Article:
In her hometown of Algiers Souad Massi studied classical Arab-Andalusian music as well as engineering. When she became a local star as the singer of a rock band she learned that Algeria's society was not entirely ready for this. By Ralf Dombrowski
Cars burned and stones flew. France's postcolonial consensus is an unstable, asymmetrical construction. The inhabitants of the banlieues know only too well that their prospects are poor; the "immigrants" of the second and third generation are profoundly discontented. In this respect, the charismatic singer Souad Massi constitutes an exception.
She knows why she left her native country of Algeria, and she is successful. Nonetheless, her pleasure in her achievements is tinged with sadness; for Massi's roots are in the Maghreb, somewhere between Algiers and the vanishing homelands of her Berber ancestors. It wasn't – and isn't – a place for a young girl with dreams.
Struggling for a sense of belonging
To those on the outside looking in, an artist's biography often looks colorful and exciting. Early successes, setbacks, emigration, and finally triumph, this time at an international level. The experience can be very different for the artists themselves, as Souad Massi confirms: "I often felt alone, lonely in fact, especially because I had no one to support me. Things have only changed since my daughter was born. That gives me strength and the secure feeling of being at home."
Massi sees herself as a citizen of the world with a musical message of harmony. This message is well received in Europe and in progressive Arab circles; yet Souad Massi's cosmopolitan existence was not entirely her own choice, but also a consequence of her refusal to fulfil the expectations of a fundamentalist society.
Born in Algiers in 1972, she grew up in modest circumstances during a period shadowed by dictatorship and civil war. Music was a release, a way of coping with the impressions left by everyday life; the guitar offered her the opportunity to express herself and to find a balance.
Arab-Andalusian music and Engineering
Massi studied classical Arab-Andalusian music as well as engineering. At the age of 17, she made her first, unsuccessful, stage appearances, playing flamenco with a group called Les Trianas d'Alger.
Only constant urging from her brother motivated her to keep going – and at the second attempt, she had more luck. With its Western-oriented Heavy Metal sound, her new band, Atakor, was more to the liking of young Algerians. Massi became a local star and simultaneously lost her job with the city council, for whom she was working in the land surveying office. It was indicated to her that a woman's destiny was to care for her family, and not to do a man's work – least of all the work of a rock musician.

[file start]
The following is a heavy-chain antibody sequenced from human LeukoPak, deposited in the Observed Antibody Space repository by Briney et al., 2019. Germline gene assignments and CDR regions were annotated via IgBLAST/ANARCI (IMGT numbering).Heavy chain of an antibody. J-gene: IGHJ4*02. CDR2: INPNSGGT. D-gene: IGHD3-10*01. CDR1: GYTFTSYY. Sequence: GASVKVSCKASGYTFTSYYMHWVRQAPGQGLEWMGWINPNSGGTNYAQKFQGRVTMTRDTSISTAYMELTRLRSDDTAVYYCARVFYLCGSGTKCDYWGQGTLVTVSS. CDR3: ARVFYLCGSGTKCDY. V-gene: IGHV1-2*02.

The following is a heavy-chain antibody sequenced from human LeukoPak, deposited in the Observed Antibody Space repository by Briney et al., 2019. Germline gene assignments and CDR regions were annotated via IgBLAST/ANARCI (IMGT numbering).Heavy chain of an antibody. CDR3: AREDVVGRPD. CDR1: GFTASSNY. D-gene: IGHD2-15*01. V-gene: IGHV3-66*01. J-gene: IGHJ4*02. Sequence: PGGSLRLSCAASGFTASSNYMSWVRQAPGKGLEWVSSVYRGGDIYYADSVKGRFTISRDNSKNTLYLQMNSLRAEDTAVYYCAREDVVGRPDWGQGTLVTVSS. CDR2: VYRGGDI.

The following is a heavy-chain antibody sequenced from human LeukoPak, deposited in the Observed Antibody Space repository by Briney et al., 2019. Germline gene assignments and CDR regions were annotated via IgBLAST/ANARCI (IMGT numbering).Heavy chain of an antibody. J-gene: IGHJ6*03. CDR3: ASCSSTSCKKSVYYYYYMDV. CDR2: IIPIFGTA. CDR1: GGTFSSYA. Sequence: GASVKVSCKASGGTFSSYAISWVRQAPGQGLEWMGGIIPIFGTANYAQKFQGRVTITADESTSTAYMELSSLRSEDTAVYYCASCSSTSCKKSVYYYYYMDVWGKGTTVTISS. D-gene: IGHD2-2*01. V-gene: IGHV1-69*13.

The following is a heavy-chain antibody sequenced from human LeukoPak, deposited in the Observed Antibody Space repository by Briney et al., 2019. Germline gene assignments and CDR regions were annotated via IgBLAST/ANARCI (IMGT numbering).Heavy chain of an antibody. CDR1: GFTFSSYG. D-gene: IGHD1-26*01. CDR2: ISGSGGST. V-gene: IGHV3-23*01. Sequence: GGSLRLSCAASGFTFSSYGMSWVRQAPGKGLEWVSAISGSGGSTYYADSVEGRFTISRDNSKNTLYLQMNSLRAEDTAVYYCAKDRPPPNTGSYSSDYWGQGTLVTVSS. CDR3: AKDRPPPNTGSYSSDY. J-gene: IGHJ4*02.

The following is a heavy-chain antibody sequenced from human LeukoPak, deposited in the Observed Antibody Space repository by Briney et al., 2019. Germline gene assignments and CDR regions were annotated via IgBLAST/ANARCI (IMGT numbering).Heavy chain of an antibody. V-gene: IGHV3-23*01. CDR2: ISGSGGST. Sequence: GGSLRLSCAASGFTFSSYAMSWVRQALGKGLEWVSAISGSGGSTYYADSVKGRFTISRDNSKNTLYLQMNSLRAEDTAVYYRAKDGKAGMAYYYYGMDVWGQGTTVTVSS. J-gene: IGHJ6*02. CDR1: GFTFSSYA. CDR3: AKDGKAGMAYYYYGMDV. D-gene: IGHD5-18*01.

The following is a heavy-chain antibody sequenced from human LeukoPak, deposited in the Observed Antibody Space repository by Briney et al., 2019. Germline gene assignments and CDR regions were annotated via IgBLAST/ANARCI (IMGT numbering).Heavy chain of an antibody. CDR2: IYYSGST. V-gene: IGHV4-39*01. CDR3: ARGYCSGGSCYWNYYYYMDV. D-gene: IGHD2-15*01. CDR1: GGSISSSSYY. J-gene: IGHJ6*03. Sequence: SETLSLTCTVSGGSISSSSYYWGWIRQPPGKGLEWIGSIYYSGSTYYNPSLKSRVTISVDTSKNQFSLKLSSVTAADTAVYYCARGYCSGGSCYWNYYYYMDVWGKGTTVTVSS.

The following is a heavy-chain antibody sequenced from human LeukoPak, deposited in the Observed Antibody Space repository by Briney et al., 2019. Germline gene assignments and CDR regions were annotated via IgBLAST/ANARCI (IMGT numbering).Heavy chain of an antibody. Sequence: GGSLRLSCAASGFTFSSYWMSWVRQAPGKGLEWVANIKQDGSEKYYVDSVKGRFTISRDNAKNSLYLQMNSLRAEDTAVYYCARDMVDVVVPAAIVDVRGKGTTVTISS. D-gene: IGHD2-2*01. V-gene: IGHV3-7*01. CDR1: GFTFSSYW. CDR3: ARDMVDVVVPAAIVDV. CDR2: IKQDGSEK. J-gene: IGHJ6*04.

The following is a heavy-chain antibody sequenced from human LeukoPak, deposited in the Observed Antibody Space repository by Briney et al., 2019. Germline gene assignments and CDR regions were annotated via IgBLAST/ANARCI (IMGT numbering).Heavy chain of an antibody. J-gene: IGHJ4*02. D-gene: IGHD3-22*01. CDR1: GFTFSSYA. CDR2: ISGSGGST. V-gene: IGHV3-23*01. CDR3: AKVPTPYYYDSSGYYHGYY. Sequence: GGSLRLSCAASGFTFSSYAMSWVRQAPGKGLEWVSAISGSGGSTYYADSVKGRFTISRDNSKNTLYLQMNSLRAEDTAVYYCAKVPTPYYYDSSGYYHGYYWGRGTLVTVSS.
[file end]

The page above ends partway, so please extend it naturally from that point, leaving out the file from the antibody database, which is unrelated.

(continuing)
Massi was dismayed; but before her frustration could develop into a full-blown crisis, she got an offer from France. A festival under the title "Femmes d'Algérie" was being organised by the Cabaret Sauvage in Paris, and she was invited to take part as a promising newcomer.
On January 10th 1999, Souad Massi arrived at Charles de Gaulle airport bearing a suitcase and a guitar. Not long afterwards, she was on stage, and she won the audience over as if there were no such thing as a language barrier. A recording contract followed, and her first album "Raoui" (2001) was succeeded by "Deb" (2003) and "Mesk Elil" (2005).
"France greeted me with open arms"
The critics were ecstatic, and audiences loved the singer with the clear, melancholy voice. "France greeted me with open arms", says Massi, "and that's why I live here now. Here, I have the opportunity to perform 20 concerts a month with good musicians and good technicians. That doesn't mean I've forgotten my roots. I feel fine almost anywhere in the world, but the place I come from is always a part of me. In fact, it's nonsense to separate these things. Anyone with a modicum of intelligence can link the traditional with the modern world."
It sounds a little as though Souad Massi is still reassuring herself. In any case, her third album, "Mask Elil" has just been released. Once again, it's wonderful, bittersweet music, effortlessly combining Africa, Paris and the Maghreb in perfect harmony. One might say: as if it were the most natural thing in the world.
© Qantara.de 2005
Translated from the German by Patrick Lanagan
The Islamic world and Europe are home to a longstanding independent, modern music scene that transcends belly dance and folk music clichés. In this dossier we present some of its most important figures, styles and encounters.
Website Souad Massi (in French)